As anyone who’s talked recently to someone under the age of 30 knows, the quickest way to establish rapport with them is to acknowledge that anything that happened before Netflix, smart phones, or the internet is Fred Flintstone stuff.  (There I go again – using a pre-Internet cultural reference to connote ancient history.)

So, I quickly follow by saying it was quite common for people during the “dark ages” to study liberal arts or humanities, especially if you weren’t sure what you wanted to do in life.  A strong liberal arts education would teach you how to think, make you a better communicator and expose you to the most important events, ideas, art, and people that influenced our cultures and history.  With such a foundation you were equipped to be a productive, enlightened citizen of the world – or so went the theory.

However, the rising costs of a degree and the changing expectations of employers have seriously undermined the logic behind studying the humanities.  In fact the whole idea of studying philosophy, history, or political science now seems awfully quaint, if not a total waste of time.

While I don’t buy into this myself, given how our expectations have evolved and with college becoming so absurdly expensive, it begs the question no matter what one studies, is a bachelor’s degree really necessary for marketing and media professionals?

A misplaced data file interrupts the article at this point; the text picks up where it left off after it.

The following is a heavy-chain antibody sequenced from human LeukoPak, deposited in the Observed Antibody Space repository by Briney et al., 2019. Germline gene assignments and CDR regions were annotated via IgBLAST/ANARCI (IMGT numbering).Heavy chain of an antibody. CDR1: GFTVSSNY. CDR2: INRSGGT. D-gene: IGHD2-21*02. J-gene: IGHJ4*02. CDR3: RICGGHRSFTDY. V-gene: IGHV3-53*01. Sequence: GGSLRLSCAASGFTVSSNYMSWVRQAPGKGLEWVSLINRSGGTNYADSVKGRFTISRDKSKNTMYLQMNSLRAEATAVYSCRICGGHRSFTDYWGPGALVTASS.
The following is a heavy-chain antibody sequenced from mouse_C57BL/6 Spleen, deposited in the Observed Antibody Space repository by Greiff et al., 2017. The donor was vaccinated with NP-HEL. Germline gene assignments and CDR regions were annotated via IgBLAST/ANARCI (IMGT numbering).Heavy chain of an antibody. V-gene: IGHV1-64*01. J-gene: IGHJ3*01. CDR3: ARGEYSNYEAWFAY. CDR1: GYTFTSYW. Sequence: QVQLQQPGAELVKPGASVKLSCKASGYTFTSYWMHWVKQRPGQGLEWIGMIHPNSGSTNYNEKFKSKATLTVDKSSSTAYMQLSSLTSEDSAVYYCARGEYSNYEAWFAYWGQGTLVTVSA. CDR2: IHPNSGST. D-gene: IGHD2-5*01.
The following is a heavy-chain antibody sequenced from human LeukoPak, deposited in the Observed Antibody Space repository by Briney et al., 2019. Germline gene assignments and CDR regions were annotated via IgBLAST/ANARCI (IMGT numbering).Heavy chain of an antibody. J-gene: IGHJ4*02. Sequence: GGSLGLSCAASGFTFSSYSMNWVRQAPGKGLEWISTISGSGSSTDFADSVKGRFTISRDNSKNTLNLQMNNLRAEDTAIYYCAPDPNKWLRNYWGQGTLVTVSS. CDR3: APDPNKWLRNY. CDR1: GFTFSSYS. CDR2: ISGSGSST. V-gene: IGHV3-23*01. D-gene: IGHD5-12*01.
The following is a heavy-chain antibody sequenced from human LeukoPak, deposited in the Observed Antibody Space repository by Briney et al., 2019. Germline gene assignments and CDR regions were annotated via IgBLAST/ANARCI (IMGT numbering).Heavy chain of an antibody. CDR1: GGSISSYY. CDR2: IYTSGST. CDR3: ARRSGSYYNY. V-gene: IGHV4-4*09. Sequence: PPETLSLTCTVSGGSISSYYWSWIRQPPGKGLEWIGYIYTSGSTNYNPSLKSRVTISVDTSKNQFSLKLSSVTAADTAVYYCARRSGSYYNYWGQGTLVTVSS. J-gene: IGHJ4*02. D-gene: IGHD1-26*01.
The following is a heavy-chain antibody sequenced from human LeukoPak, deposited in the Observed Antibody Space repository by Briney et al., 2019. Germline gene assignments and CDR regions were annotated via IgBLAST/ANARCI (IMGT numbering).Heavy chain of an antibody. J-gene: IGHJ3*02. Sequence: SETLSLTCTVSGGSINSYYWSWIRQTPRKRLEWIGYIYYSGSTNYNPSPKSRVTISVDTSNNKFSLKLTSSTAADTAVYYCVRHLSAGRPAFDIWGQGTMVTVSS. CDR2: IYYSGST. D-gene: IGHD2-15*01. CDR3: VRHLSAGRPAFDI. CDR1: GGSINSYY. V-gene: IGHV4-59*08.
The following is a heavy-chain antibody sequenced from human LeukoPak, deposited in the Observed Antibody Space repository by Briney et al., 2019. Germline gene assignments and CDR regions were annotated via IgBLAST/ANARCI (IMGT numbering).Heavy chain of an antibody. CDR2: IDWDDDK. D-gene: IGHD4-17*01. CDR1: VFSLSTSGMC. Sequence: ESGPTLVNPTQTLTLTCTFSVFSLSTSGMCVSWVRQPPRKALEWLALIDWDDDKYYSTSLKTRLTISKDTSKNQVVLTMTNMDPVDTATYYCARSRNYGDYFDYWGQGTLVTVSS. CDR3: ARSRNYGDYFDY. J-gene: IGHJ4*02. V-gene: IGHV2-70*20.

Survey hiring manages and HR professionals across the industry and an overwhelming majority will say yes.  After all, the people in those roles today have college degrees (I know there are exceptions, but they are VERY rare) and none of those people (including me) can imagine a career path for themselves or others that doesn’t start with college.  And besides, what’s the alternative – hiring kids out of high school?  Breaking in a fresh faced 22-year-old college grad is one thing, I don’t know anyone in the business who wants the responsibility of training a bunch of teenagers.  Getting away from our teenagers is one of the main reasons parents come to work.